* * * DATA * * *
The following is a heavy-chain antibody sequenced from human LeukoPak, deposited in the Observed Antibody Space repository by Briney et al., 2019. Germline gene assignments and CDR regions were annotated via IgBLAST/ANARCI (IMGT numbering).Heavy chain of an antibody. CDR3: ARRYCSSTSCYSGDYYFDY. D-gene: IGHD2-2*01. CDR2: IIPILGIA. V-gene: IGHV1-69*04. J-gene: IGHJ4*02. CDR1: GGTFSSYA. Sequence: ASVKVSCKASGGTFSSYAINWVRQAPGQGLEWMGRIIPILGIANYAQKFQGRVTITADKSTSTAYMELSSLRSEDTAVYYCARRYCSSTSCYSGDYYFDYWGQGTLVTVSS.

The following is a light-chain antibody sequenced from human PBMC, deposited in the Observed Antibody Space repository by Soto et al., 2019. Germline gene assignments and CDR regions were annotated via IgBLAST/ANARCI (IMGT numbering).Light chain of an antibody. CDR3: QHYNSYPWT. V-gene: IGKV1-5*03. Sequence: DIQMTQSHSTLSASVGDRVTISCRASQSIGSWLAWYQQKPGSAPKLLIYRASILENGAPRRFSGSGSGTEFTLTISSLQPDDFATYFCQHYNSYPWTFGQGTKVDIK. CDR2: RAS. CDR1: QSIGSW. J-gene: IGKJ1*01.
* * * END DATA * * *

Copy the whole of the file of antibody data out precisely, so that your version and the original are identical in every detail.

The following is a heavy-chain antibody sequenced from human LeukoPak, deposited in the Observed Antibody Space repository by Briney et al., 2019. Germline gene assignments and CDR regions were annotated via IgBLAST/ANARCI (IMGT numbering).Heavy chain of an antibody. CDR3: ARRYCSSTSCYSGDYYFDY. D-gene: IGHD2-2*01. CDR2: IIPILGIA. V-gene: IGHV1-69*04. J-gene: IGHJ4*02. CDR1: GGTFSSYA. Sequence: ASVKVSCKASGGTFSSYAINWVRQAPGQGLEWMGRIIPILGIANYAQKFQGRVTITADKSTSTAYMELSSLRSEDTAVYYCARRYCSSTSCYSGDYYFDYWGQGTLVTVSS.

The following is a light-chain antibody sequenced from human PBMC, deposited in the Observed Antibody Space repository by Soto et al., 2019. Germline gene assignments and CDR regions were annotated via IgBLAST/ANARCI (IMGT numbering).Light chain of an antibody. CDR3: QHYNSYPWT. V-gene: IGKV1-5*03. Sequence: DIQMTQSHSTLSASVGDRVTISCRASQSIGSWLAWYQQKPGSAPKLLIYRASILENGAPRRFSGSGSGTEFTLTISSLQPDDFATYFCQHYNSYPWTFGQGTKVDIK. CDR2: RAS. CDR1: QSIGSW. J-gene: IGKJ1*01.